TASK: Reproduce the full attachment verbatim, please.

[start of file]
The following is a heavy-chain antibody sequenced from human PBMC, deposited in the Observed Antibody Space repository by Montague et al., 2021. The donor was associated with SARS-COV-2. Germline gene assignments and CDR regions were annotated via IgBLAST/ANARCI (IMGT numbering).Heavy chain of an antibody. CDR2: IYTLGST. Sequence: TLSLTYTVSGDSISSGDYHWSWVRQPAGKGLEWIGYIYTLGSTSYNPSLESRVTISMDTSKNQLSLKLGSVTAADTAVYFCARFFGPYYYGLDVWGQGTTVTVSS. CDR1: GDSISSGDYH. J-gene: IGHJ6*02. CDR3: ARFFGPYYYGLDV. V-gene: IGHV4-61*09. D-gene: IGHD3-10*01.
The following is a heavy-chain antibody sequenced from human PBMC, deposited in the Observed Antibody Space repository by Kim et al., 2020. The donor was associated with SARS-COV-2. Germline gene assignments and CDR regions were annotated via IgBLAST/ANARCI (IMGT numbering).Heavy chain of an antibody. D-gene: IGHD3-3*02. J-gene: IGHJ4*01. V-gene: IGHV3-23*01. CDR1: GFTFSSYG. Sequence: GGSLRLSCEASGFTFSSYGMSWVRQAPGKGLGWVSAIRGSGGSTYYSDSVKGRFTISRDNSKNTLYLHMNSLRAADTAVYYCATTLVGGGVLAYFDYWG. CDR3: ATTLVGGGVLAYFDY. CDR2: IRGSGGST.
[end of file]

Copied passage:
The following is a heavy-chain antibody sequenced from human PBMC, deposited in the Observed Antibody Space repository by Montague et al., 2021. The donor was associated with SARS-COV-2. Germline gene assignments and CDR regions were annotated via IgBLAST/ANARCI (IMGT numbering).Heavy chain of an antibody. CDR2: IYTLGST. Sequence: TLSLTYTVSGDSISSGDYHWSWVRQPAGKGLEWIGYIYTLGSTSYNPSLESRVTISMDTSKNQLSLKLGSVTAADTAVYFCARFFGPYYYGLDVWGQGTTVTVSS. CDR1: GDSISSGDYH. J-gene: IGHJ6*02. CDR3: ARFFGPYYYGLDV. V-gene: IGHV4-61*09. D-gene: IGHD3-10*01.
The following is a heavy-chain antibody sequenced from human PBMC, deposited in the Observed Antibody Space repository by Kim et al., 2020. The donor was associated with SARS-COV-2. Germline gene assignments and CDR regions were annotated via IgBLAST/ANARCI (IMGT numbering).Heavy chain of an antibody. D-gene: IGHD3-3*02. J-gene: IGHJ4*01. V-gene: IGHV3-23*01. CDR1: GFTFSSYG. Sequence: GGSLRLSCEASGFTFSSYGMSWVRQAPGKGLGWVSAIRGSGGSTYYSDSVKGRFTISRDNSKNTLYLHMNSLRAADTAVYYCATTLVGGGVLAYFDYWG. CDR3: ATTLVGGGVLAYFDY. CDR2: IRGSGGST.